Whiskers, or vibrissae, are sensory hairs that provide valuable information. Behaviour consultant Justine Harrison explains what your horse’s whiskers do, and the most recent competition rules about their removal.

What do whiskers do?

Your horse’s whiskers are longer, stiffer and thicker than ordinary coat hair and each whisker has its own blood supply. They are super sensitive due to the densely packed nerves at their root, which send sensory messages to the somatosensory cortex in the horse’s brain.

Horses have sensory vibrissae on their muzzles — around their nostrils, mouth and chin — as well as around their eyes on both their upper and lower eyelids.

A horse’s whiskers help him navigate his world. Indeed, they’re so sensitive to vibration and changes in air current they can instantly inform the horse about his environment; helping him avoid injury by detecting nearby objects, differentiating between textures, judging wind direction and identifying food.

How do horses use their whiskers?

Horses have a very mobile top lip, which means they can grasp and manipulate objects using their mouth. This is similar to the human hand in terms of nerve ending and dexterity.

In short, they use their whiskers to help guide their lips through touch. Whiskers help newborn foals find their dam’s teats, and adult horses use them to judge the distance of objects from their face.

Many horse owners will have seen their horse test whether the electric fence is on by holding the tips of their whiskers next to the tape.

Although there is a lack of research into the function of vibrissae, they may also play a role in how horses communicate with each other, and could compensate for reduced vision or blindness.

Horses have a blind spot beneath their muzzle and so their whiskers are a vital aid to their vision. Some believe the vibrissae act as a ‘third eye’, giving the horse a sense of their surroundings.

Is it OK to remove whiskers?

Whisker removal is a contentious issue that divides the equine community. Some horse owners believe the whiskers on a horse’s muzzle and around their eyes look untidy; others see their removal as cruel and unnecessary.

Here in the UK there is a long-standing tradition of removing whiskers for some showing classes. However, many competitors have reported on social media that they don’t trim their horses and that this hasn’t prevented them from winning or being placed in classes.

It is vital to remember that whiskers are critical to a horse’s spatial awareness; removing them reduces their knowledge of the environment and therefore leaves them partially handicapped. This could affect their behaviour and compromise horse and rider, or handler, safety.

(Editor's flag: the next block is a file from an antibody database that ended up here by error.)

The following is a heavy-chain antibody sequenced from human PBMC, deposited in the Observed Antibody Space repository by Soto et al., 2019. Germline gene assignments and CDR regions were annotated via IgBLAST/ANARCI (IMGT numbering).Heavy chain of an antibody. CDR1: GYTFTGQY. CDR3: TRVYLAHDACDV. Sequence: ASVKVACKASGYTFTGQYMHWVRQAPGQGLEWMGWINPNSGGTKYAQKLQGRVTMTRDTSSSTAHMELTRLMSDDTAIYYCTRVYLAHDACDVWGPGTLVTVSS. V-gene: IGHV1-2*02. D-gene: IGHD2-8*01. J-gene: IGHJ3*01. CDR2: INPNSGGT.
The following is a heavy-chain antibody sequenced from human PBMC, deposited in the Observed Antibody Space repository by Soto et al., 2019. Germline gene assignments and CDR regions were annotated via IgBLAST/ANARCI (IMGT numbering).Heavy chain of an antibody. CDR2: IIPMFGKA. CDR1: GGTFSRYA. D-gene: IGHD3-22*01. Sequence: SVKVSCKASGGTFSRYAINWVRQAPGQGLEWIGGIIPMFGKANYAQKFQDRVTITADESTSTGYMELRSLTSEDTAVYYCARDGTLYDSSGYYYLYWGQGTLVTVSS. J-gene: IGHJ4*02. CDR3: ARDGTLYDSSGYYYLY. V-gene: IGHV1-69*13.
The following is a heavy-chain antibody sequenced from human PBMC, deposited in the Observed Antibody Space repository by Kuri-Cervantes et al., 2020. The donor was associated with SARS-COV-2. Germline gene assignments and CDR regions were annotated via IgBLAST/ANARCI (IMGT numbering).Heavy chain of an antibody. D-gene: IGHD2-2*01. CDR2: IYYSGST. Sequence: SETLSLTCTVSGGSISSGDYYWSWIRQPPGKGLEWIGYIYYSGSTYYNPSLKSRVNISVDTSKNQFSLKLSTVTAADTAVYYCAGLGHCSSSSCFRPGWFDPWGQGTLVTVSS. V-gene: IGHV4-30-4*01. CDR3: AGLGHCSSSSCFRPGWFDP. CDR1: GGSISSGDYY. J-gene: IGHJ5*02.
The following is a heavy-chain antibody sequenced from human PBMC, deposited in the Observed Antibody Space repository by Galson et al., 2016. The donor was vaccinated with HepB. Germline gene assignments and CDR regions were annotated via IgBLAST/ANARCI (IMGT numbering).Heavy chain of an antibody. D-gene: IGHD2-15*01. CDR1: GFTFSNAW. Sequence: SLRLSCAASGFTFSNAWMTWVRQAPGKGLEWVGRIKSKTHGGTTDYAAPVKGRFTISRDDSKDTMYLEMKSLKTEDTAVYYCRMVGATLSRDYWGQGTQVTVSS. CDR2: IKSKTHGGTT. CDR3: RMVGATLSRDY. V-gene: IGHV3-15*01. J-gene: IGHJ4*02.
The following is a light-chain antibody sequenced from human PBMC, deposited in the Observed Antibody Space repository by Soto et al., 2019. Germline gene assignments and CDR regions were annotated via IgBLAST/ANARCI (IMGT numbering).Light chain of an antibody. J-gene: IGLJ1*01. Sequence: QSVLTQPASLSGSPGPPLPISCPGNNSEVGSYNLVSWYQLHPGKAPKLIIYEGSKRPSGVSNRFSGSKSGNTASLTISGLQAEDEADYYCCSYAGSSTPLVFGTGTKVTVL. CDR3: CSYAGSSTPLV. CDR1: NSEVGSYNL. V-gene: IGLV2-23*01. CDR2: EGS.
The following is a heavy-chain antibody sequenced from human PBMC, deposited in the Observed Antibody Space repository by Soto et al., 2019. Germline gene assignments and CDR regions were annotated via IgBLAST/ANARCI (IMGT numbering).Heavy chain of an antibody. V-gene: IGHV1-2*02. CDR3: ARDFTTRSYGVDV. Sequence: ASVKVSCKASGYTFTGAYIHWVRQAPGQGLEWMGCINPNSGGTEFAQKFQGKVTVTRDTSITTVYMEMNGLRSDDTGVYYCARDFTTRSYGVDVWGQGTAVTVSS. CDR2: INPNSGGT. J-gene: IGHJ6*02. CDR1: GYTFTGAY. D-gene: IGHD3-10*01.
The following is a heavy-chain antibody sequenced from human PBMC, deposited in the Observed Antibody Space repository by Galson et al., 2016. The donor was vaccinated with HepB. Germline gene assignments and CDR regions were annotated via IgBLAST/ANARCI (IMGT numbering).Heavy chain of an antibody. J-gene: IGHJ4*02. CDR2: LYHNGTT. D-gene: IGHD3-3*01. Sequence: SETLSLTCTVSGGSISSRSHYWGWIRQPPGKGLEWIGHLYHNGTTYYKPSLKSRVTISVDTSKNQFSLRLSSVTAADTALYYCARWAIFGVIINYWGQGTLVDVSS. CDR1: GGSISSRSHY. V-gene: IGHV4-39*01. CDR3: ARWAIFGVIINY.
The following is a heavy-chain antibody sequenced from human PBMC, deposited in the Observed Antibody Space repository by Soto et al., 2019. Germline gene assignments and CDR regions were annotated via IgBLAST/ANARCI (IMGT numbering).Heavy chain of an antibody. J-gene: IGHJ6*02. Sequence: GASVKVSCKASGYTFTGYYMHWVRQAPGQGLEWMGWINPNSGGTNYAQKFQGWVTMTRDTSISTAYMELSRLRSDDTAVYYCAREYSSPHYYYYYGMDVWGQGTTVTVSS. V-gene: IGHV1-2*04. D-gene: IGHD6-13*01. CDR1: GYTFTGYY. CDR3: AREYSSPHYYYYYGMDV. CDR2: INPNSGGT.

Horses are more likely to suffer from facial injuries if their whiskers are trimmed or removed, as they have no means of judging the distance to objects immediately in front of their eyes or below their muzzle.

A horse’s whiskers are there for a number of reasons, and in the interests of welfare we should leave them alone if we want the best for them.

What are the competition rules around removing whiskers?

A number of international equestrian organisations have banned the trimming of a horse’s whiskers. Since 1st July 2021, horses are prohibited from competing in any FEI competitions internationally if their “sensory hairs have been clipped and/or shaven or in any other way removed”.

This ban includes both the sensory whiskers on the horse’s muzzle and those around the eyes. The ruling exempts trimming for veterinary reasons.

This FEI ban is the latest in a long list of international restrictions on this matter. The trimming of a horse’s whiskers has been banned for years in Germany and Switzerland under animal welfare legislation.

In 2019, the French Equestrian Federation banned the trimming of whiskers for horses and ponies competing at their endorsed events. And last year, Equestrian Sports New Zealand and the New Zealand Pony Club Association banned the trimming of whiskers and inner ear hair of horses and ponies taking part in any of their events and activities.

Here in the UK, whisker trimming is still permitted in competition (apart from those events held under FEI rules). However, I do hope this will change soon. It is time for UK equestrian organisations to catch up with their foreign counterparts.

About the expert: Justine Harrison is an IAABC and ABTC certified equine behaviour consultant, and found of online equine platform understandhorses.com 

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